The other serous issue of the human rights is that of the enforced disappearances. There are thousands of reported cases of the missing persons and the civil executive and judiciary have totally failed to make any headway in resolving the issue. Court orders for production of the abducted persons remain ineffective as the concerned security agencies deny their involvement in enforced disappearances. New cases are being reported from different parts of the country while the old ones aren’t resolved. This situation creates fear and helplessness that can be extremely unsettling for ordinary citizens even for living a normal life let alone taking part in free and fair election.
The significance of a level playing field for all political parties contesting elections cannot be ignored for holding free and fair elections. In Pakistan there have been complaints in the past about the attitude of the state institutions towards different political players. During the last elections, the electoral campaign of the relatively progressive political parties was brazenly attacked by terrorists. ANP bore the brunt of these attacks. The election campaign of PPP and MQM was also disrupted by terrorist onslaught. The state had clearly failed in providing security to the aforementioned political parties during the elections. But this time round not so very subtle political engineering seems to be the name of the game. Defeating Muslim League (N) in the forthcoming election appears to be at the top of agenda. Every trick in the book is being used to malign and demonise it. Lots of efforts have gone into encouraging desertions from the so called ruling party over the last few months. Herding electable candidates to PTI, that has emerged as the new king’s party, and controlling media in its favour, seem to be the main strategies for achieving desired results in elections. The main focus of the political engineering by the deep state is on the Punjab because it is not only the main political base of Nawaz Sharif but winning Punjab also means winning Islamabad.
Be that as it may, this bleak situation is not without its silver lining. There are at least four new factors in the political situation that can turn the tables on the political engineering of the deep state. One, Nawaz Sharif, the three time elected Prime Minister, with a large scale following in the country, particularly in the key province of Punjab, has decided to challenge the political role of the deep state. Spending long years in politics, both in the government and in the opposition, he is the most experienced politician in the country. Now when his party is not any more part of the system, he can speak more openly about and give details of the creeping coup against his elected government. Moreover, the deep state can’t cross certain limits against its opponents in the Punjab because most of the army also comes from the same province. Two, contradiction between the deep state and the elected representatives in the government is an open secret by now and the common people know as to who calls the shots in making important decisions. As we know the popular movement recently launched by PTM didn’t raise a single slogan against the PML (N) because they knew that the state policy which hurt the Pashtuns wasn’t shaped by the ruling party. Nawaz Sharif has successfully projected his victimhood at the hands of the forces of dictatorship among the masses. Business classes in general and Punjabi bourgeoisie in particular has come to believe that the deep state has thrown Nawaz Sharif out because he was taking the country from the geo strategic of the Cold War to the geo economic of the 21st century. Hence their sympathies for him.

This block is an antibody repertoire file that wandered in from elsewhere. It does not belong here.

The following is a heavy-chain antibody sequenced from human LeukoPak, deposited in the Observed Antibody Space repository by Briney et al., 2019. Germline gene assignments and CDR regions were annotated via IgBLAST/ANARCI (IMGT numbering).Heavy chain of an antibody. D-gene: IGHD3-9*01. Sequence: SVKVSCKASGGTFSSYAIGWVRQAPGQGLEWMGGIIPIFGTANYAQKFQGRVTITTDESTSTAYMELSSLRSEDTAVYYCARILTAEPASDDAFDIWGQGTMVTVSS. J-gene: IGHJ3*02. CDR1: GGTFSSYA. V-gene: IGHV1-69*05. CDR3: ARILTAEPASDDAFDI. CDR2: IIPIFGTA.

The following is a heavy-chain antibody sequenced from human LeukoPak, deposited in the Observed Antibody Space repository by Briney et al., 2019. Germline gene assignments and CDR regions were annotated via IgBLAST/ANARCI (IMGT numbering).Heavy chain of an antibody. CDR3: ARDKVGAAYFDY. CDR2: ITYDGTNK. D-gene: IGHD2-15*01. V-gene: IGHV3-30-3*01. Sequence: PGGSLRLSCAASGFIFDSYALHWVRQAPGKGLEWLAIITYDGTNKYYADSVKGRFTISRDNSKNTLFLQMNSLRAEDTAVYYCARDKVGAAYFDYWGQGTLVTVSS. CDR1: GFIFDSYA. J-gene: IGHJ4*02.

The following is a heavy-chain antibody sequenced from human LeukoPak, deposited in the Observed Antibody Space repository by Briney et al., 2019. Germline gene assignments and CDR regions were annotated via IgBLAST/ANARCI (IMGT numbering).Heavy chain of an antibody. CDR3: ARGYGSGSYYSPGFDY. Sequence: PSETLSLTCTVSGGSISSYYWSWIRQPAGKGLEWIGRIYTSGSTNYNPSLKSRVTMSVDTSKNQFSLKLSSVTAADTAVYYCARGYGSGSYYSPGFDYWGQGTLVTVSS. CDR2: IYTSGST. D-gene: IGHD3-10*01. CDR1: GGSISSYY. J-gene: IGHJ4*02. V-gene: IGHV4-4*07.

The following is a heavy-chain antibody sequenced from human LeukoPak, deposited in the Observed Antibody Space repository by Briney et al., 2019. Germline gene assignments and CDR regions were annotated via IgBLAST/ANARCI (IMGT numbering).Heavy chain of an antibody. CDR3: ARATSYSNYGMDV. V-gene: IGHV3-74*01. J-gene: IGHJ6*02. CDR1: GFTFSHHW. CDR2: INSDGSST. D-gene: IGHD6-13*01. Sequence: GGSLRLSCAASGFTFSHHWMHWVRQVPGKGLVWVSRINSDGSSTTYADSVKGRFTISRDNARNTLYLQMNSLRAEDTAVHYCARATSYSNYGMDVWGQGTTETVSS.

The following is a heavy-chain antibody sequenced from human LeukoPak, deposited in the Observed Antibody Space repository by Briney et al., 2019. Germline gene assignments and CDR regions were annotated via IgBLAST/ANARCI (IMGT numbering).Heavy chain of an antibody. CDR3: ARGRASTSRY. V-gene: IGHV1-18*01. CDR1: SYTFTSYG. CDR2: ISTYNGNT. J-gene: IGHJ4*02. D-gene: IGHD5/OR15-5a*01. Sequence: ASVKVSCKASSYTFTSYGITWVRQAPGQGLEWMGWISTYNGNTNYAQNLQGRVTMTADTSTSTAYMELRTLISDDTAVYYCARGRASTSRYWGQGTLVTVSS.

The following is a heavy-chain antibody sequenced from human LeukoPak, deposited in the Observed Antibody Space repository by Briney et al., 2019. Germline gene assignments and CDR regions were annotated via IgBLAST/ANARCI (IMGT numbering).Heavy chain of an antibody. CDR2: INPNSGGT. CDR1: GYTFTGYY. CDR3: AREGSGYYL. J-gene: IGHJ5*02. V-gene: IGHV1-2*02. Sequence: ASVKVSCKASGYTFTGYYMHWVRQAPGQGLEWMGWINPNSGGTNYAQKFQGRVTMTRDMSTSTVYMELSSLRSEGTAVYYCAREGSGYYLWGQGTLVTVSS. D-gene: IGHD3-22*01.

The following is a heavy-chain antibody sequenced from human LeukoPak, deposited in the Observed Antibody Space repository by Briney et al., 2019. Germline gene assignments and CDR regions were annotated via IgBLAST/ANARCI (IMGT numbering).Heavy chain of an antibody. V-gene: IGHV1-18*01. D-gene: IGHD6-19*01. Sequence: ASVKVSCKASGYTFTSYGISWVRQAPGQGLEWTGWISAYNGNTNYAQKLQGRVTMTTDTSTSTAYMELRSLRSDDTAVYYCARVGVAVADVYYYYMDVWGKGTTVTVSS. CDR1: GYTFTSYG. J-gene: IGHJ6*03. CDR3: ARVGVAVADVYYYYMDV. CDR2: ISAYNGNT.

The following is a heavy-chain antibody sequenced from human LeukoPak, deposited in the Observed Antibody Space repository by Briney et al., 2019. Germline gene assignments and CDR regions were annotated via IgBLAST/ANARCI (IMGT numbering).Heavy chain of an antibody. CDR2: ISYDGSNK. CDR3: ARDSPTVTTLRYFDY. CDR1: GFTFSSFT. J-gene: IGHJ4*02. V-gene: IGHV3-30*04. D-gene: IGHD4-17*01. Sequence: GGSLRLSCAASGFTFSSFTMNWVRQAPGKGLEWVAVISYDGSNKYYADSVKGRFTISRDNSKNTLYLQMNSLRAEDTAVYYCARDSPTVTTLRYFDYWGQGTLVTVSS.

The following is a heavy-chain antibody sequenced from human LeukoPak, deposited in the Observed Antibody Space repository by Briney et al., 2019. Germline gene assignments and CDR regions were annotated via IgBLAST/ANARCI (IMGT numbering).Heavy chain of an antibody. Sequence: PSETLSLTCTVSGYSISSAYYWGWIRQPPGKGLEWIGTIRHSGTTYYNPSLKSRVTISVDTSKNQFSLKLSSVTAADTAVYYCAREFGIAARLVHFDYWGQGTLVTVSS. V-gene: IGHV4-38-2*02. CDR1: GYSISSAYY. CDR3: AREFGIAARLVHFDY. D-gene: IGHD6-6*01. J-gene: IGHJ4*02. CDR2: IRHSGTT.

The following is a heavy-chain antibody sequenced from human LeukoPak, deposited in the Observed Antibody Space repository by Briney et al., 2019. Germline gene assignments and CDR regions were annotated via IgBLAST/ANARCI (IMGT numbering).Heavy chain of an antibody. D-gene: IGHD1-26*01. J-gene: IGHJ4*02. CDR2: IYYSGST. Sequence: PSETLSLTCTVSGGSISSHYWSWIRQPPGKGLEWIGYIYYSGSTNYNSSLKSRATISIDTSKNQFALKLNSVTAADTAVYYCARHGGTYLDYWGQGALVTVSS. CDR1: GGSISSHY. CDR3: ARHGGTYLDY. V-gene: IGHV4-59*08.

Broad sections of society are prepared to forget Nawaz Sharif’s past mistakes and judge him on what he stands for today. Three, the growing international isolation of the country on the question of extremist violence is a source of concern for most of Pakistanis and they know that Nawaz Sharif, like most of other political leaders is opposed to appeasement of extremism and terrorism. Four, last but not the least the growing role of social media has changed the rules of engagement when it comes to control over media and public opinion. Welcome to election 2018 (that’s if they are held!).
–CJP asks AGP about govt’s plan to recover money used to rig 1990 general elections, to hear case on June 6
–Seals report of federal cabinet’s meeting on AGP’s request that it be kept confidential
The Supreme Court (SC) on Saturday issued notices to 21 people, including former army generals and senior political leaders, connected to the Asghar Khan case.
The 21 individuals include deposed prime minister Nawaz Sharif, Javed Hashmi and Abida Hussain, and former army chief General (r) Mirza Aslam Beg and former director general of the Inter-Services Intelligence (ISI) Lt Gen (r) Asad Durrani. The court has also summoned officials of the National Accountability Bureau (NAB) and Federal Investigation Agency (FIA).